Following his graduation, between 1973 to 1980, Viola studied and performed with composer David Tudor in the music group Rainforest, which later became known as Composers Inside Electronics. He also worked as technical director at the pioneering video studio Art/tapes/22 in Florence, Italy from 1974 to 1976. During that time he encountered the work of other seminal video artists like Nam June Paik, Bruce Nauman, and Vito Acconci.

Viola was subsequently an artist-in-residence at New York’s WNET Thirteen Television Laboratory between 1976 to 1983, wherein he created a series of works that premiered on television. He traveled to the Solomon Islands, Java, and Indonesia to record traditional performing arts between 1976 and 1977. Later that year, Viola was invited to show work at La Trobe University in Melbourne, Australia, by cultural arts director Kira Perov, with whom he married and began a lifelong collaboration.

He was appointed an instructor in advanced video at the California Institute of the Arts in Valencia, California in 1983. He was the Getty Research Institute scholar-in-residence in Los Angeles in 1998 and was elected to the American Academy of Arts and Sciences in 2000.

In 1985, Viola received with a Guggenheim Fellowship for fine arts, and later that decade, in 1989, he was awarded the MacArthur “Genius” Fellowship. His work was also featured in some of the world’s most notable exhibitions, including Documenta VI in 1977, Documenta XI in 1992, the 1987 and 1993 editions of the Whitney Biennial, and the 2001 Venice Biennale.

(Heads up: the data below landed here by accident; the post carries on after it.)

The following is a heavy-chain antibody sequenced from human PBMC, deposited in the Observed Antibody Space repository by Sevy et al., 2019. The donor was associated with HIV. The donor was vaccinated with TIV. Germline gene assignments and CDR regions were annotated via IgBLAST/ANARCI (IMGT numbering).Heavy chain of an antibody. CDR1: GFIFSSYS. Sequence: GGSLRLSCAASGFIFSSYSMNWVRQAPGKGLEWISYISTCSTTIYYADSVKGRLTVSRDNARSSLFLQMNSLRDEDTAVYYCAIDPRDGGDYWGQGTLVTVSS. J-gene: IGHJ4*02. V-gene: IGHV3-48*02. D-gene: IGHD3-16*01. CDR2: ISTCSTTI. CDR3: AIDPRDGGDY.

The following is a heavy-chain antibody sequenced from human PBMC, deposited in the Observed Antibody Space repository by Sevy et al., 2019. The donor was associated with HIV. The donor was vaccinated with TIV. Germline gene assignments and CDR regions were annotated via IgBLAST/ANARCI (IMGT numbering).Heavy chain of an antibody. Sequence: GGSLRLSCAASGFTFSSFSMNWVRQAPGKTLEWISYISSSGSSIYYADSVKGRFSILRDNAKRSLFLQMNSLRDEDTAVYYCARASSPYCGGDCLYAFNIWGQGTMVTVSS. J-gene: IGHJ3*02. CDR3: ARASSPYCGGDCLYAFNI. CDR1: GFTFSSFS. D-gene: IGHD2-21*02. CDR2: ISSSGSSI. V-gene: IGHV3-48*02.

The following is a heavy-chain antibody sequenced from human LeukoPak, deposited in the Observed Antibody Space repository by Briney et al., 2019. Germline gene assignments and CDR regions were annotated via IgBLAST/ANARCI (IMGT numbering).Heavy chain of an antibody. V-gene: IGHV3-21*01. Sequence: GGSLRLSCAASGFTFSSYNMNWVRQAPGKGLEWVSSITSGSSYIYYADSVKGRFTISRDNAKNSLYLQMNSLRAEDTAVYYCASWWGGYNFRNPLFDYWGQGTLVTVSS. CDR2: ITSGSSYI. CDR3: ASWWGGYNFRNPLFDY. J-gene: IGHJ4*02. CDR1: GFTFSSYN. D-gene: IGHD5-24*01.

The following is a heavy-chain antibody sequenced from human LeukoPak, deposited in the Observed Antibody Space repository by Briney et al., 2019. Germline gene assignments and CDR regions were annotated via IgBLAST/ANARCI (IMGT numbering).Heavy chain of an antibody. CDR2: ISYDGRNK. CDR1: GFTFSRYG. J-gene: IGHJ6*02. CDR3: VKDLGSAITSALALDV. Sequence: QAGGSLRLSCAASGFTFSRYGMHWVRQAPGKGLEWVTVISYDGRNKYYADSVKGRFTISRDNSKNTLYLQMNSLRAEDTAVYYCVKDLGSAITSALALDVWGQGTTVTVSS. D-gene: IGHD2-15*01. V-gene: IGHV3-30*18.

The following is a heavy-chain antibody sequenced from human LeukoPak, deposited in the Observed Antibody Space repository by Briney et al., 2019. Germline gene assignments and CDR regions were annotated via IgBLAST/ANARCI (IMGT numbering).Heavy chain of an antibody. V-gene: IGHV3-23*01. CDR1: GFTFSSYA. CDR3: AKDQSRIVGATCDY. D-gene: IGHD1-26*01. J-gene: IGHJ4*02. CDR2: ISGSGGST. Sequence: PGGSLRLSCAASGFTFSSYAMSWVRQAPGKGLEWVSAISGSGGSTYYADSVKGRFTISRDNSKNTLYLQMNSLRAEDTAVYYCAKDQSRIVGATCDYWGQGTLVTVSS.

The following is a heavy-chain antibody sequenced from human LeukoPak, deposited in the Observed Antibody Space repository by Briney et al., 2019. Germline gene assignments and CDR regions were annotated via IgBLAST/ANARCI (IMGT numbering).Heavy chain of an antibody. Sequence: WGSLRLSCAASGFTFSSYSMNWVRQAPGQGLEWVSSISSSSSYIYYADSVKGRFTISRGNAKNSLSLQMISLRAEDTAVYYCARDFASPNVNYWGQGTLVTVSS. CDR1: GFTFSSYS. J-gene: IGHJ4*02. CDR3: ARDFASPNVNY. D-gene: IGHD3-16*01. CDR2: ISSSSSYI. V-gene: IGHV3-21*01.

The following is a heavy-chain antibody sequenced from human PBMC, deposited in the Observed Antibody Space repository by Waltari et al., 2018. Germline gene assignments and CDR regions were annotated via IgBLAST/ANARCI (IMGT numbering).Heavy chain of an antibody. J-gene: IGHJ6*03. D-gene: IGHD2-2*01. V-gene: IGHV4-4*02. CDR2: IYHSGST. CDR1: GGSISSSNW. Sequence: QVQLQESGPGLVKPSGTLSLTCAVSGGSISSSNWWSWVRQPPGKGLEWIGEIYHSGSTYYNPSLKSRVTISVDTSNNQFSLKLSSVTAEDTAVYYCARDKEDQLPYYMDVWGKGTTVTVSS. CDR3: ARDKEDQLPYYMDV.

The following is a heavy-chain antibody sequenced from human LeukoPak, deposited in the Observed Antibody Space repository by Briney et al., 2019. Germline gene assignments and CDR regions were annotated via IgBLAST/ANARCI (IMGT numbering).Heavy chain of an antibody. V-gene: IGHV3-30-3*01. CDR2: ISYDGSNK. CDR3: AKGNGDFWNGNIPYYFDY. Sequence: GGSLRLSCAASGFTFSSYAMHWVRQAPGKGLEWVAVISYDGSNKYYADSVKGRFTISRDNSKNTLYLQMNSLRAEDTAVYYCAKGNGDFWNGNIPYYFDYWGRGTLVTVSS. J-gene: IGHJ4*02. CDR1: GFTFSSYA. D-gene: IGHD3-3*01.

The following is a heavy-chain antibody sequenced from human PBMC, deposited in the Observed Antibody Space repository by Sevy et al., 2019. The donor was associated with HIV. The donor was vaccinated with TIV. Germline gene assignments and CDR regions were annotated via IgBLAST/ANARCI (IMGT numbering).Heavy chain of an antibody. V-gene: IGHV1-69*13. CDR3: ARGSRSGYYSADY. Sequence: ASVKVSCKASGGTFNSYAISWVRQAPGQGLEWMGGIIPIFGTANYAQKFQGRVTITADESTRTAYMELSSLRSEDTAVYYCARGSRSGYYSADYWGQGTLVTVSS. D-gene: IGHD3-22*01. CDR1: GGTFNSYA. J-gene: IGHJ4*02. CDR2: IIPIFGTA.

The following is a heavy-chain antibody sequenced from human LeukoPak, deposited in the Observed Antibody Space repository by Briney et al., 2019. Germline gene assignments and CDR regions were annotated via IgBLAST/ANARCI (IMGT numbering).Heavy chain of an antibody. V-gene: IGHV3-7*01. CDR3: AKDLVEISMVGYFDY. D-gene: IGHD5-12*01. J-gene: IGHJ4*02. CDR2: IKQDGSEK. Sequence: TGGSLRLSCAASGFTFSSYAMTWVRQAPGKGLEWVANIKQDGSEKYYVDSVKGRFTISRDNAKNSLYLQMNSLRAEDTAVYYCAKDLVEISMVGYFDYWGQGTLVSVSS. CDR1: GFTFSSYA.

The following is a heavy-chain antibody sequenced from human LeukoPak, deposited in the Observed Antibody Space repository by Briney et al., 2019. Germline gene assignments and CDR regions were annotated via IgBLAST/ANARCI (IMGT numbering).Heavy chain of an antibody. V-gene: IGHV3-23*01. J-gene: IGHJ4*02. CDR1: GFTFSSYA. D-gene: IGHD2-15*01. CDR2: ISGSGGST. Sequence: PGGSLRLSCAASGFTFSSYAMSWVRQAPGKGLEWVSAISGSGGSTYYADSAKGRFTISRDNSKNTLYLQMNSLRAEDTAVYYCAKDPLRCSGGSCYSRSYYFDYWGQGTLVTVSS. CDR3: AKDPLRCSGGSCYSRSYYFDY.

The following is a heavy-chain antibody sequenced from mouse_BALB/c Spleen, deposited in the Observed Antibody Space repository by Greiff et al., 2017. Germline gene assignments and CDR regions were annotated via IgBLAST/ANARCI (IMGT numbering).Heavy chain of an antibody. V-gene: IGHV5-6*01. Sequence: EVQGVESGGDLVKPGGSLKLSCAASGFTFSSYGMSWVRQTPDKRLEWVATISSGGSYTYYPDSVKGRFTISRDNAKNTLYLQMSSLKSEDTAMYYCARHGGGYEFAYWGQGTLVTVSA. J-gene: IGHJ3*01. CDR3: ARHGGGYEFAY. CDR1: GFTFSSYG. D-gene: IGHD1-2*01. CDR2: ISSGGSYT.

In 1995, he represented the United States at the 46th edition of the Venice Biennale. For the pavilion, Viola produced the series of works “Buried Secrets,” including one of his most known works The Greeting, which offers a contemporary interpretation of Pontormo’s oil painting The Visitation (ca.1528–30). The Deutsche Guggenheim Berlin and New York’s Guggenheim Museum commissioned the digital fresco cycle in high-definition video, titled Going Forth By Day, in 2002.

Viola’s work was the subject of a major 25-year survey at the Whitney Museum of American Art in 1997, which subsequently toured internationally. His work has been the subject of major museum retrospectives in the years since, including at the Grand Palais in Paris (in 2014), the Palazzo Strozzi in Florence (2017), the Guggenheim Bilbao in Spain (2017), and the Barnes Foundation in Philadelphia (2019), as well as an exhibition pairing his work with that of Michelangelo at the Royal Academy of Art in London in 2019.

Viola is survived by his wife Kira Perov, who has been the executive director of his studio since 1978, and their two children.

“One thing that’s very exciting about video that has turned me on since I first saw this glowing image way back in 1970 is that it can be so much,” Viola said in a 1995 with Charlie Rose on the occasion of this US Pavilion at the Biennale. “Furthermore, what’s really exciting is I don’t think it’s been since really the Renaissance where artists have been able to use a medium that one could say is the dominant communication form in society.”